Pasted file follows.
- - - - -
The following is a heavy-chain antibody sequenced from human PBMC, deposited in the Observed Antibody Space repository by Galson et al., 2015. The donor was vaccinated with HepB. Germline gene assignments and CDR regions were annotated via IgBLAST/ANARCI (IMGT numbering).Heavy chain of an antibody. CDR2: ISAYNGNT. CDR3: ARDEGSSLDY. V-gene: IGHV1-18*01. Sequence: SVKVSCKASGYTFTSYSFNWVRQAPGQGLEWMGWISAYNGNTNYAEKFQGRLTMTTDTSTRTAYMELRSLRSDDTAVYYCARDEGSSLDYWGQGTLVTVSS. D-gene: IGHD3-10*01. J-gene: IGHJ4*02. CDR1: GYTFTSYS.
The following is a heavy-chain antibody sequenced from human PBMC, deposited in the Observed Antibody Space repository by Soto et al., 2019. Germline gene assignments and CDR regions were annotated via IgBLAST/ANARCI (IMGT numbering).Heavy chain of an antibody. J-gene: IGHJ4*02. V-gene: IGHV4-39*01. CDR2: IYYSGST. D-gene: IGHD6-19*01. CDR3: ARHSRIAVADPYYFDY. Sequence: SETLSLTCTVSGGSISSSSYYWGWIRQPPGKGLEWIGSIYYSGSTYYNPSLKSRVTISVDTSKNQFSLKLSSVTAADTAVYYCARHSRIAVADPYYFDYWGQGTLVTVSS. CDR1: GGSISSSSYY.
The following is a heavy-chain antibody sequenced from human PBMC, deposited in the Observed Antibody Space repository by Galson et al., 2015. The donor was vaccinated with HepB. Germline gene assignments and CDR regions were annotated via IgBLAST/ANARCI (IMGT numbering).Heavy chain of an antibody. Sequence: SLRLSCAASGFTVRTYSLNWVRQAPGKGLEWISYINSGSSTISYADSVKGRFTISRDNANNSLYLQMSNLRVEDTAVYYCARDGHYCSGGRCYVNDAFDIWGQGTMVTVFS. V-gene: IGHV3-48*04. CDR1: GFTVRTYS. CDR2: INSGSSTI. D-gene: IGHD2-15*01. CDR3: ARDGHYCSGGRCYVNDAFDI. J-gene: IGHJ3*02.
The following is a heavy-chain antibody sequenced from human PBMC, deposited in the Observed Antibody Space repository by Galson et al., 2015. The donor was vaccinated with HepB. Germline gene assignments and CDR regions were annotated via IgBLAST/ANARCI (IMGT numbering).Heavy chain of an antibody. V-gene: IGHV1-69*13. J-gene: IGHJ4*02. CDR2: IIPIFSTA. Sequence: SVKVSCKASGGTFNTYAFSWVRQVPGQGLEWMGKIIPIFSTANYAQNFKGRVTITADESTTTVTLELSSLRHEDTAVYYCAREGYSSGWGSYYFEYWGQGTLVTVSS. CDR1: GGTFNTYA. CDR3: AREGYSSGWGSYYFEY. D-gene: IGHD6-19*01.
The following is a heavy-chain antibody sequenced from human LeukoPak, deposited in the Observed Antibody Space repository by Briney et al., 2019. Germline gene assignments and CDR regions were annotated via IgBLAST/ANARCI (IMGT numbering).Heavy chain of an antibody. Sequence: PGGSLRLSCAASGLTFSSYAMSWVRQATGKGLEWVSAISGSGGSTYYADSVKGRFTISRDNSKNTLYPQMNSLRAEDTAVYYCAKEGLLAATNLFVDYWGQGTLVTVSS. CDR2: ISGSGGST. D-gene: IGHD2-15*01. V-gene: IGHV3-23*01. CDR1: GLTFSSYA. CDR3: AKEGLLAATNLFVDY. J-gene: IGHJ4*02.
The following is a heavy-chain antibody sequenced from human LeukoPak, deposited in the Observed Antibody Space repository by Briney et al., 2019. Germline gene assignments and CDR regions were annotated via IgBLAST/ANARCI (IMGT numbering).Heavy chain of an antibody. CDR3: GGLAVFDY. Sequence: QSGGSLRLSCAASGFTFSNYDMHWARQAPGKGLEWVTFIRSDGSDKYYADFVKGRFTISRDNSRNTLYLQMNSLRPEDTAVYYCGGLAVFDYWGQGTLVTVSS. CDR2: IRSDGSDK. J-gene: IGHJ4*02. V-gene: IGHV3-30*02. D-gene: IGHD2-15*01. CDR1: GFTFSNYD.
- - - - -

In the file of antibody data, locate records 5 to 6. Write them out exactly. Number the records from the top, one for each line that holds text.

The following is a heavy-chain antibody sequenced from human LeukoPak, deposited in the Observed Antibody Space repository by Briney et al., 2019. Germline gene assignments and CDR regions were annotated via IgBLAST/ANARCI (IMGT numbering).Heavy chain of an antibody. Sequence: PGGSLRLSCAASGLTFSSYAMSWVRQATGKGLEWVSAISGSGGSTYYADSVKGRFTISRDNSKNTLYPQMNSLRAEDTAVYYCAKEGLLAATNLFVDYWGQGTLVTVSS. CDR2: ISGSGGST. D-gene: IGHD2-15*01. V-gene: IGHV3-23*01. CDR1: GLTFSSYA. CDR3: AKEGLLAATNLFVDY. J-gene: IGHJ4*02.
The following is a heavy-chain antibody sequenced from human LeukoPak, deposited in the Observed Antibody Space repository by Briney et al., 2019. Germline gene assignments and CDR regions were annotated via IgBLAST/ANARCI (IMGT numbering).Heavy chain of an antibody. CDR3: GGLAVFDY. Sequence: QSGGSLRLSCAASGFTFSNYDMHWARQAPGKGLEWVTFIRSDGSDKYYADFVKGRFTISRDNSRNTLYLQMNSLRPEDTAVYYCGGLAVFDYWGQGTLVTVSS. CDR2: IRSDGSDK. J-gene: IGHJ4*02. V-gene: IGHV3-30*02. D-gene: IGHD2-15*01. CDR1: GFTFSNYD.